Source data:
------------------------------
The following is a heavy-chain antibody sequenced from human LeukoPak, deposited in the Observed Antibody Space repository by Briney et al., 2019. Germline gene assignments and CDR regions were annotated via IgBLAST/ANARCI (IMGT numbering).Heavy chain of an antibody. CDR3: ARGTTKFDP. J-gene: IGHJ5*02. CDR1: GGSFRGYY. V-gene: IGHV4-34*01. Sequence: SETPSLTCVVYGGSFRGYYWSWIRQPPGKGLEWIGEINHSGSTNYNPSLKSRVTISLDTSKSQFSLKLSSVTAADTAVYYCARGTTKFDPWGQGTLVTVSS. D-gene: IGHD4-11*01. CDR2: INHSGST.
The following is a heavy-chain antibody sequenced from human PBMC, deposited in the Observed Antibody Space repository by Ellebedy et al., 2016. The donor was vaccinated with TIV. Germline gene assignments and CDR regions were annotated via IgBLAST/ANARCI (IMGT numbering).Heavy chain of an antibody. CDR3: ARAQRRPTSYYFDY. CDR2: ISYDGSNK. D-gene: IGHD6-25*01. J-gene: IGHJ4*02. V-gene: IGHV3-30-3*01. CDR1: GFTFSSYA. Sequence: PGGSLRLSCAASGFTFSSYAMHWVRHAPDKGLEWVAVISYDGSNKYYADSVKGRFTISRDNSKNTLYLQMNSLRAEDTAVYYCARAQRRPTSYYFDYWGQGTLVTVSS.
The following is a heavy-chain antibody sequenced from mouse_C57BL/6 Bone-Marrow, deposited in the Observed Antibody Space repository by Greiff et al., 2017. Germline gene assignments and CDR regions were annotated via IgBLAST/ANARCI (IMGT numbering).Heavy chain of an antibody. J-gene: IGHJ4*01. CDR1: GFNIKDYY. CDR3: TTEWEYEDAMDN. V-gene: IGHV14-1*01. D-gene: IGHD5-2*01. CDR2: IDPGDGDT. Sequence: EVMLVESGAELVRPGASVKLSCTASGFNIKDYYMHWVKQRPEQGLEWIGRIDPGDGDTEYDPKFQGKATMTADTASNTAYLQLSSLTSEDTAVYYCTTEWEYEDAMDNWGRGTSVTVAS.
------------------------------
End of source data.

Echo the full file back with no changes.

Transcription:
The following is a heavy-chain antibody sequenced from human LeukoPak, deposited in the Observed Antibody Space repository by Briney et al., 2019. Germline gene assignments and CDR regions were annotated via IgBLAST/ANARCI (IMGT numbering).Heavy chain of an antibody. CDR3: ARGTTKFDP. J-gene: IGHJ5*02. CDR1: GGSFRGYY. V-gene: IGHV4-34*01. Sequence: SETPSLTCVVYGGSFRGYYWSWIRQPPGKGLEWIGEINHSGSTNYNPSLKSRVTISLDTSKSQFSLKLSSVTAADTAVYYCARGTTKFDPWGQGTLVTVSS. D-gene: IGHD4-11*01. CDR2: INHSGST.
The following is a heavy-chain antibody sequenced from human PBMC, deposited in the Observed Antibody Space repository by Ellebedy et al., 2016. The donor was vaccinated with TIV. Germline gene assignments and CDR regions were annotated via IgBLAST/ANARCI (IMGT numbering).Heavy chain of an antibody. CDR3: ARAQRRPTSYYFDY. CDR2: ISYDGSNK. D-gene: IGHD6-25*01. J-gene: IGHJ4*02. V-gene: IGHV3-30-3*01. CDR1: GFTFSSYA. Sequence: PGGSLRLSCAASGFTFSSYAMHWVRHAPDKGLEWVAVISYDGSNKYYADSVKGRFTISRDNSKNTLYLQMNSLRAEDTAVYYCARAQRRPTSYYFDYWGQGTLVTVSS.
The following is a heavy-chain antibody sequenced from mouse_C57BL/6 Bone-Marrow, deposited in the Observed Antibody Space repository by Greiff et al., 2017. Germline gene assignments and CDR regions were annotated via IgBLAST/ANARCI (IMGT numbering).Heavy chain of an antibody. J-gene: IGHJ4*01. CDR1: GFNIKDYY. CDR3: TTEWEYEDAMDN. V-gene: IGHV14-1*01. D-gene: IGHD5-2*01. CDR2: IDPGDGDT. Sequence: EVMLVESGAELVRPGASVKLSCTASGFNIKDYYMHWVKQRPEQGLEWIGRIDPGDGDTEYDPKFQGKATMTADTASNTAYLQLSSLTSEDTAVYYCTTEWEYEDAMDNWGRGTSVTVAS.